Peter also fought in the Battles of Germantown, Monmouth Courthouse, and Cowpens. Peter was present at Yorktown with the Marquis de Lafayette when Cornwallis surrendered his army, but did not fight in the battle. George Washington personally said of Peter, "Without him we would have lost two crucial battles, perhaps the War, and with it our freedom. He was truly a One Man Army."

 

Peter married three times and had six children. He owned a 250 acre farm on Louse Creek and became the Sergeant-at-Arms to the Virginia State Senate for the last three years of his life. He died on January 16, 1831 of appendicitis and was buried with full military honors.

 

http://www.revolutionary-war-and-beyond.com

 

Jack Manning

Treasurer General

National Society Sons of the American Revolution

www.sar.org

 

"Our unalterable resolution would be to be free. They have attempted to subdue us by force, but God be praised! in vain. Their arts may be more dangerous than their arms. Let us then renounce all treaty with them upon any score but that of total separation, and under God trust our cause to our swords."

Samuel Adams (1776)

General William Alexander, Lord Stirling, dies

General William Alexander, Lord Stirling, dies

 

On this day in history, January 15, 1783, General William Alexander, Lord Stirling, dies at Albany, New York. William Alexander was born in New York in 1726 to a wealthy family involved in provisioning the British army. Due to his experience in provisioning, Alexander joined the army's commissariat during the French and Indian War and eventually became chief aide to Commander-in-Chief William Shirley. During this time, Alexander first met and became friends with Colonel George Washington.

 

In 1756, while on a trip to London, Alexander learned that he may be the oldest male heir to a vacant title, the "Earl of Stirling," a position that carried with it a vast land claim, including parts of Nova Scotia and the entire St. Lawrence River Valley. He made an appeal to Parliament which granted his claim. However, in 1762, the House of Lords decided he had not adequately proven his pedigree and removed the title. Alexander had already returned to America by this time though and adopted the title Lord Stirling, which he would carry for the rest of his life.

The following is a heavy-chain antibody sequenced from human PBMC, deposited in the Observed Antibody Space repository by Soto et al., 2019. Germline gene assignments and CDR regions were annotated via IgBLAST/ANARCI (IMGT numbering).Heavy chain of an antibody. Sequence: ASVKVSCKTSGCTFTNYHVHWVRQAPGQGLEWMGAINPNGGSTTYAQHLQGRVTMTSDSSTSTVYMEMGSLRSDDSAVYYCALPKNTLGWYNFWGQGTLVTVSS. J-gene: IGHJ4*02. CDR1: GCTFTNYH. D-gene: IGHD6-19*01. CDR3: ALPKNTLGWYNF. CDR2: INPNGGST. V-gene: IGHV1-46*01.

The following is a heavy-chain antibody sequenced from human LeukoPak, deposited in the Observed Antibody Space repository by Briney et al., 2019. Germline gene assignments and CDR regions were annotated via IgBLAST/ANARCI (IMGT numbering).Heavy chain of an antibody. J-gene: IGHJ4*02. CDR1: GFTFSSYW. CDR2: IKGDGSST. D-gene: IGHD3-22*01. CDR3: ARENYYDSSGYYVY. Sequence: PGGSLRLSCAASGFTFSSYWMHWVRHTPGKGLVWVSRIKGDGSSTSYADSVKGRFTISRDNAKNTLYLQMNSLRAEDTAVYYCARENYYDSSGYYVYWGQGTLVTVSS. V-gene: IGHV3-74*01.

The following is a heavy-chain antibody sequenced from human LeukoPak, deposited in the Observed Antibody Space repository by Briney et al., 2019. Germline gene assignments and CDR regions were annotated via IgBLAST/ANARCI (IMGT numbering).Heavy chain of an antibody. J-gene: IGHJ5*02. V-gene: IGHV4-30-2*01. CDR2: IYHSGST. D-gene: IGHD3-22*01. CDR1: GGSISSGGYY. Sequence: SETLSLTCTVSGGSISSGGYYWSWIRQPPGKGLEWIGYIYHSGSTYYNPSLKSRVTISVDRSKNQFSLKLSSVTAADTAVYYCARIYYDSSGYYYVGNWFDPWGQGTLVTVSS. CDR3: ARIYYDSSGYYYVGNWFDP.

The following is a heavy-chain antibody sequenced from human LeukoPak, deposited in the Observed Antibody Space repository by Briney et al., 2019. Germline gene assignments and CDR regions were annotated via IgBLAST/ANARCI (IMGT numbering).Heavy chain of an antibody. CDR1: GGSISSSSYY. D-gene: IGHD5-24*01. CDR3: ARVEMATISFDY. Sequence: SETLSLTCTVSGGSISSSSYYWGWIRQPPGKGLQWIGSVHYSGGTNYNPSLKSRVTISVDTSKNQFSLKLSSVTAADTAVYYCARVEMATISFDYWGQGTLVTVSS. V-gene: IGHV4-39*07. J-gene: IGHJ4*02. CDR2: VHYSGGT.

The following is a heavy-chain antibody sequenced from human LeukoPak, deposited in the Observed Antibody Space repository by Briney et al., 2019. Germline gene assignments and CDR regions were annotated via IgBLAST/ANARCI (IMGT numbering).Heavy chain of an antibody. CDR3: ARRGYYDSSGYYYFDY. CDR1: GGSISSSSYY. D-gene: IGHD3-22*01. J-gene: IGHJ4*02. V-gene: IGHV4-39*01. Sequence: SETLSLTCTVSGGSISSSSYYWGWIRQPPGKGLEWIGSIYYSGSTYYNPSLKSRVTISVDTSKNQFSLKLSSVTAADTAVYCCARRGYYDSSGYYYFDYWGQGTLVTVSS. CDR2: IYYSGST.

When the America Revolution began, Stirling became a colonel of the New Jersey militia and was celebrated for capturing a British transport at Sandy Hook. He was promoted to Brigadier General and given control of the defenses of New York, where he built Forts Washington, Lee and Stirling. He also recommended to General Washington that a redoubt be built at West Point, the foundation for the fort and later military academy there.

 

When the British invaded Long Island, Alexander led a battalion of 300 men that held off the entire British army for several hours. Alexander's men were finally overwhelmed and he was captured, but the rest of the army was able to escape and Alexander was celebrated as a hero. After a few months in prison, he was traded in a prisoner exchange for Governor Montfort Browne, the Governor of the Bahamas. Alexander returned in time to fight at the Battle of Trenton where a Hessian brigade surrendered to him.

 

Alexander was promoted to Major General and became one of George Washington's most trusted subordinates. He was third or fourth in command of the entire army for the rest of the war. He participated in the battles of Brandywine, Germantown and Monmouth. He presided over the court-martial of General Charles Lee and was a member of the military court that sentenced British spy John Andre to death for helping Benedict Arnold. Alexander played a key role in exposing the "Conway Cabal," a group of officers that plotted to have Washington replaced by General Horatio Gates.

 

When the war moved to the south, General Alexander was given command of the army's Northern Department in case of a new British invasion from Canada, making his headquarters at Albany. Alexander had many health problems and was a heavy drinker. In January, 1783, while at Albany, he had a severe attack of gout (severe arthritis) and passed away on January 15 at the age of 56, only three months before the preliminary peace treaty with Britain was signed by Congress.

 

http://www.revolutionary-war-and-beyond.com

 

Jack Manning

Treasurer General

National Society Sons of the American Revolution

www.sar.org

 

"Every government degenerates when trusted to the rulers of the people alone. The people themselves, therefore, are its only safe depositories."

Thomas Jefferson

The Treaty of Paris brings the American Revolution to a close

The Treaty of Paris brings the American Revolution to a close

 

On this day in history, January 14, 1784, the Treaty of Paris brings the American Revolution to a formal close. After the surrender of Lord Cornwallis’ army at Yorktown, Virginia in October, 1781, the British Parliament began to lose its will to fight the war. In April of 1782, the House of Commons decided to bring the war to and end and peace negotiations began in Paris.